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The rapid advancement and proliferation of information and communication technologies (ICT) in the past two decades significantly impacted how we do research. For instance, our research increasingly relies on growing computing power and storage capacity to gather and process the constant production of data - our observations of systems and phenomena we would like to understand, control, and improve. To turn these observations into useful knowledge, findings, discoveries, and better decisions, the data needs to be intelligently processed, and the results of such processing suitably visualized.
In research communities, the process of obtaining, processing and visualizing data to yield new insights is usually captured and shared in scientific papers. The papers often cite other papers in order to connect new findings with previous findings. This creates an intricate web of interlinked papers comprising most of our scientific knowledge. The web of papers is already very large and growing exponentially. It’s difficult to search and navigate - and easy to continually rediscovering things we already know.
A new, much more intelligent system for capturing and storing scientific knowledge is needed - and signal processing can help. Signal processing can devise special robots that can crawl the web of papers the same way Google robots map the Internet. The papers robots can tell us what is already known and in exactly what papers, so we can avoid rediscovering known things and wasting our previous research resources. The papers robots can automatically summarize selected papers, categorize and recommend them, generate a survey about a specific research topic, outline how the research ideas evolved over time, and identify emerging research trends. The papers robots may soon be even able to recommend solutions to the research problems considered.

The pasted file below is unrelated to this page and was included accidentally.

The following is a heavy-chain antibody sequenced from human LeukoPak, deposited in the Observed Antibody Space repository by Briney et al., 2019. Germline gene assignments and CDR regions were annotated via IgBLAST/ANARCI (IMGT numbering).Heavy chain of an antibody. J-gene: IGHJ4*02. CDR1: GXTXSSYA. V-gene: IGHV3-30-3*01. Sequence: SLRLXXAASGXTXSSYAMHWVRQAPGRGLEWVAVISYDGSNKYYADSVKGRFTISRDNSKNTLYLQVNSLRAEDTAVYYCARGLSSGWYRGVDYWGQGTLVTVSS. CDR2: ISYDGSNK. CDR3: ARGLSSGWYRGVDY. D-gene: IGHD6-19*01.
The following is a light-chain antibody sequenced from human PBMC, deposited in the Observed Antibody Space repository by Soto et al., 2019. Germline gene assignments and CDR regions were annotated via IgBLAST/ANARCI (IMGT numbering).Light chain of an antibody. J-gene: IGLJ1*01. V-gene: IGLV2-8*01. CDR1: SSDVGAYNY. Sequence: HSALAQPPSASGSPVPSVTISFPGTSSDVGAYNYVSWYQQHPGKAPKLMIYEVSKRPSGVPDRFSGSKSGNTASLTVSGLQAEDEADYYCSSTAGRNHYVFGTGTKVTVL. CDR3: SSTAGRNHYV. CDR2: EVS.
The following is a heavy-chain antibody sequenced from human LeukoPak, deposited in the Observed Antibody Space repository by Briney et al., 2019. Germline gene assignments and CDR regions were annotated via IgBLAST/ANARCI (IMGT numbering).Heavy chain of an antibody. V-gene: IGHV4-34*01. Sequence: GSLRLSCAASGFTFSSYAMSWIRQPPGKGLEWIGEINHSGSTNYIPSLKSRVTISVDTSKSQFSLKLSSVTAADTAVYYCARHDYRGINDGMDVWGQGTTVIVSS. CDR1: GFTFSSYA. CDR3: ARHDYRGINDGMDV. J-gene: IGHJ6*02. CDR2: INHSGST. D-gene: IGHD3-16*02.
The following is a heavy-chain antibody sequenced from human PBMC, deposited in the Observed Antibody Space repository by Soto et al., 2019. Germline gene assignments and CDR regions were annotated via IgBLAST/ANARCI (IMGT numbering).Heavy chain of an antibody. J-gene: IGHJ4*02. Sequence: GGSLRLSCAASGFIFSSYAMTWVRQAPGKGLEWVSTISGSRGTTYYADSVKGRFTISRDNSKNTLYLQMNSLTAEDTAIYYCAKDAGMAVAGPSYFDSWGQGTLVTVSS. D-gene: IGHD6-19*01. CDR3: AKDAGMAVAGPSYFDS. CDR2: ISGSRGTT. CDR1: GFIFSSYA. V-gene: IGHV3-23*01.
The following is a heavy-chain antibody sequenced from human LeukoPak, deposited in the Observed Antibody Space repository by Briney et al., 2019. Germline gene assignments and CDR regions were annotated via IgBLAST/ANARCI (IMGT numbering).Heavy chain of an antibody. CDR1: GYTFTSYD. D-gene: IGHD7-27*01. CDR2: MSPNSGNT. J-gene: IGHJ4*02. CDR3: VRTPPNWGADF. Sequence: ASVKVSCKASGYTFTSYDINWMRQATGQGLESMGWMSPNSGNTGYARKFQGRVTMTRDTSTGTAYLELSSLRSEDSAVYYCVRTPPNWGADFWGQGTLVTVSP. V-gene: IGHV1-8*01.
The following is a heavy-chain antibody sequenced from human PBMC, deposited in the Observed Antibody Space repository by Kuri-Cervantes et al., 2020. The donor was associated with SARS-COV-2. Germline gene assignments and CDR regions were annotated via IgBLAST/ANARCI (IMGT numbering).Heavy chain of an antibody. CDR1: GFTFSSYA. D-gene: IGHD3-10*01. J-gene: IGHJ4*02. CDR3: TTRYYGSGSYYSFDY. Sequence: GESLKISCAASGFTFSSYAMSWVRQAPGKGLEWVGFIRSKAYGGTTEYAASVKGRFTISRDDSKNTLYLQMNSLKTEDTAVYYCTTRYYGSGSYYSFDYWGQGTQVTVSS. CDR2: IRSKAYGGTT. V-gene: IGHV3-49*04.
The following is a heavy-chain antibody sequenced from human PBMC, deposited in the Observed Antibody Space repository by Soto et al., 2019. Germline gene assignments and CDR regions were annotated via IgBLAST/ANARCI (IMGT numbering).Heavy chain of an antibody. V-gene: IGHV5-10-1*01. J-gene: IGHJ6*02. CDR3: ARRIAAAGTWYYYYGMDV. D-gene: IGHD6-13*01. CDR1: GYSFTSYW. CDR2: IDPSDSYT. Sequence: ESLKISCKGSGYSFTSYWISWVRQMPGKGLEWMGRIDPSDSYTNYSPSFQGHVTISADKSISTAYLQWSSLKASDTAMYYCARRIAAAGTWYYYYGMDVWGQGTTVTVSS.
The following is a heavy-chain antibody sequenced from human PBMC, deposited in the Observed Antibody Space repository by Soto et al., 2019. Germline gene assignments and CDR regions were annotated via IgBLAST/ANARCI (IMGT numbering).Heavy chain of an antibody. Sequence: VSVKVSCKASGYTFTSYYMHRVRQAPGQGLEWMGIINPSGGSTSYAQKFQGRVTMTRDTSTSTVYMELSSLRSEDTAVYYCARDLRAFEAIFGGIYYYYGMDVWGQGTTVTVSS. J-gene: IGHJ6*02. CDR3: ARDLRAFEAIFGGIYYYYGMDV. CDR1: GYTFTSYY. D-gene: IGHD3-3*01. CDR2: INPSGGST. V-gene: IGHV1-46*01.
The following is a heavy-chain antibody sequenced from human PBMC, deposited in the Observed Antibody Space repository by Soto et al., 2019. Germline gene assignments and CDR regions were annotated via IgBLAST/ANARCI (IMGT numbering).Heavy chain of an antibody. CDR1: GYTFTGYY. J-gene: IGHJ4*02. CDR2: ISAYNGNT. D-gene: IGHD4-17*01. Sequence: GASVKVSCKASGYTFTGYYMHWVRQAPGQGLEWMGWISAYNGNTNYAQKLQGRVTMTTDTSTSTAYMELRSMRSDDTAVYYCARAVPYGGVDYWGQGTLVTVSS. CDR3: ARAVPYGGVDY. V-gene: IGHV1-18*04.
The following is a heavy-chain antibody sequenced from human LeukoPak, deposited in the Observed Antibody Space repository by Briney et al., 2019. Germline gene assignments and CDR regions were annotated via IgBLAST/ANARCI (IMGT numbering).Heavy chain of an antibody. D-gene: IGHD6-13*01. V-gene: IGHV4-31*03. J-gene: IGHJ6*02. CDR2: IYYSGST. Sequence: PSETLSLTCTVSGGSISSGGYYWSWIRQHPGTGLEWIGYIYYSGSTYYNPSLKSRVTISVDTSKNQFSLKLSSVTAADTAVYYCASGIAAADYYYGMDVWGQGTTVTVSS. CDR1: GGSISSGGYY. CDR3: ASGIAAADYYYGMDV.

Some types of papers robots already exist, although they are still not exploited widely in the research labs. The papers robots develop their knowledge extraction and information processing capabilities mainly due to their extensive use of natural language processing, text mining, deep learning and other advanced methods of machine learning and artificial intelligence. The machine learning of scientific papers is facilitated by a well-established structure of these papers. What I mean is that, syntactically, the papers consist of well-defined elements such as sections, section titles, paragraphs, sentences, keywords, figures, tables, references, and others. Semantically, the papers traditionally contain an introduction to the research problem, a survey of relevant literature, a description of research methods used, and a discussion of the results obtained.
Furthermore, the research methodologies used to produce scientific papers often mature over time - another feature the papers robots can exploit. The corresponding research patterns to be automatically discovered by the papers robots can be utilized to define research templates. The research templates are analogous to the document templates used, for example, in the text processing software that many people have installed on their personal computers. With the research templates, the research can be transformed into a problem of specifying the combinations of template inputs, including defining the possible solutions using the libraries of established research methods and results. Although the volume of the possible combinations can be enormous, the papers robot can suggest the most promising cases after exploring and learning from a huge number of the published scientific papers.
The papers robots will change how research is done today. They will automate many tedious research tasks, greatly enhancing our research productivity, but also fundamentally reshaping the research landscape. As is the case with automation in all other industrial sectors, we will see a shift in the demands for specific research skills. However, without any doubt, the demand for signal processing experts and skills will likely remain at the top.
ABOUT PAVEL LOSKOT
Dr. Loskot is currently a senior engineering lecturer at Swansea University in Wales, U.K. He has gained long-term work, educational and cultural experience from the Czech Republic, Finland, Canada, the UK and China, and has an extensive portfolio of academic and industrial collaborative projects with a diverse range of institutions. Connect with Dr. Loskot on LinkedIn or send him an email.